Newspapers and broadcasters lost what they considered to be a major legal battle yesterday when the Supreme Court made them more vulnerable to libel suits brought by private consultants to government.

The court, acting on a suit against the Loudoun Times-Mirror in Virginia, let stand an appeals court ruling that such consultants are not public figures or public officials, who must meet the difficult requirement of proving media malice in order to win a libel action. That requirement, which does not apply to private parties, often insulates reporting from costly libel trials and awards.

The Times-Mirror and the industry as a whole had argued that the 4th U.S. Circuit Court of Appeals ruling would stifle reporting on consultants, whose ever-expanding role in government has produced an increasing number of critical news reports and exposes.

The suit against the Times-Mirror stemmed from an article in September 1978 concerning the Irgoquois Research Institute, a private consulting firm hired by the Fairfax County Water Authority to study the impact of the construction of water intake facilities on Lowes Island in the Potomac River. The article quoted an amateur archeologist as questioning the quality of the institute's work. The archeologist said his comments were taken out of context, and the consultant sued the paper, the reporter and the archeologist for $200,000 each.

U.S. District Court Judge Albert Bryan threw the case out before trial, saying the consultant firm was a "puplic official" because of its work for the government, and that there was no evidence of malice on the part of the newspaper. The appeals court, in an opinion written by judge James M. Sprouse, disagreed and sent the case back for trial, which may now proceed becuase of the Supreme Court's action yesterday.

The 4th Circuit ruling applies only in Maryland, Virginia, West Virgina and North and South Carolina. But the Reporters Committee for Freedom of the Press, the American Newspaper Publishers Association and other industry groups said in an anicus curiae brief that they feared it could influence other rulings and have "far-reaching ramifications" that could inhibit criticism of governmental affairs."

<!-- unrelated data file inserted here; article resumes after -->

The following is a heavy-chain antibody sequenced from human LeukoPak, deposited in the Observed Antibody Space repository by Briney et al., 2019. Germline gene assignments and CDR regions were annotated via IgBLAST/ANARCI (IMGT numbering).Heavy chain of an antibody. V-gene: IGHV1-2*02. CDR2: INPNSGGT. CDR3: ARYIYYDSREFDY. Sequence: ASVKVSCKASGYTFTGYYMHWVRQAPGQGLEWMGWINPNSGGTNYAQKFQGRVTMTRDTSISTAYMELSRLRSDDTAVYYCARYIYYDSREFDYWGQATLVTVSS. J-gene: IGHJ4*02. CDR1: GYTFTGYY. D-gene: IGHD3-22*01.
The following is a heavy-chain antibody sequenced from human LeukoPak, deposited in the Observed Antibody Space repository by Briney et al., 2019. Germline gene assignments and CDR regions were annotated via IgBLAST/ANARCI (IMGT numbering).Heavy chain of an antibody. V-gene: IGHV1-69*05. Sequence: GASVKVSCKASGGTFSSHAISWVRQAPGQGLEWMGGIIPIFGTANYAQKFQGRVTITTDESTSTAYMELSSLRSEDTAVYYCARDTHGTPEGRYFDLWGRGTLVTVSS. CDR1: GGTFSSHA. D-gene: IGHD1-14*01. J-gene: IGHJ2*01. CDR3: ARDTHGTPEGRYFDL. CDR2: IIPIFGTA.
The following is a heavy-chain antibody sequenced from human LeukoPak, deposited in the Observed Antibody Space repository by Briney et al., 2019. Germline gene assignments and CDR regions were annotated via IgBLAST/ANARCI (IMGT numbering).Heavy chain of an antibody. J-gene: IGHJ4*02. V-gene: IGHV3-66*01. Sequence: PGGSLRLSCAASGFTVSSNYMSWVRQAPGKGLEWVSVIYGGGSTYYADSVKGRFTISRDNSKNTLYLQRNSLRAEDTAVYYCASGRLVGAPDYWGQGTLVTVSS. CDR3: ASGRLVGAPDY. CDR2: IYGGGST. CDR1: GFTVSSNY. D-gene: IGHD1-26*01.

In other action yesterday:

The court agreed to review the law prohibiting the use of residential mailboxes for anything but mail. Civic groups in Greenburgh, N.Y., successfully challenged the law in the lower courts because it prevented them from distributing their messages in mailboxes. A U.S. District Court judge ruled (in U.S. Postal Service vs. Council of Greenburgh Civic Associations) that the restriction violated the First Amendment right to free expression.

The justices agreed to consider a business' right to go out of business without negotiating with its employes. The National Labor Relations Board had held that an employer who shut down part of his building maintenance firm violated labor laws by not discussing the decision with the union involved. The U.S. Chamber of Commerce, which urged the court to take the case of First National Maintenance Corp. vs. NLRB, has attacked the NLRB finding as an intrusion on a purely management shphere of decision-making.

The court let stand a citizen challenge to the cleanup at Pennsylvania's Three Mile Island nuclear power plant. Four Lancaster County residents filed suit after the 1979 accident because of fears that water used in the cleanup would be discharged into the Susquehanna River. The plant's owner contended that the citizens had to take their complaints to the Nuclear Regulatory Commission before going to the courts. The 3rd U.S. Circuit Court of Appeals ruled for the citizens, who hailed the ruling as creating a private method to enforce environmental laws in the face of bureaucratic delay or recalcitrance. Justice William Rehnquist wrote a dissent to the Supreme Court action yesterday and was joined by Chief Justice Warren Burger and Justice Lewis Powell.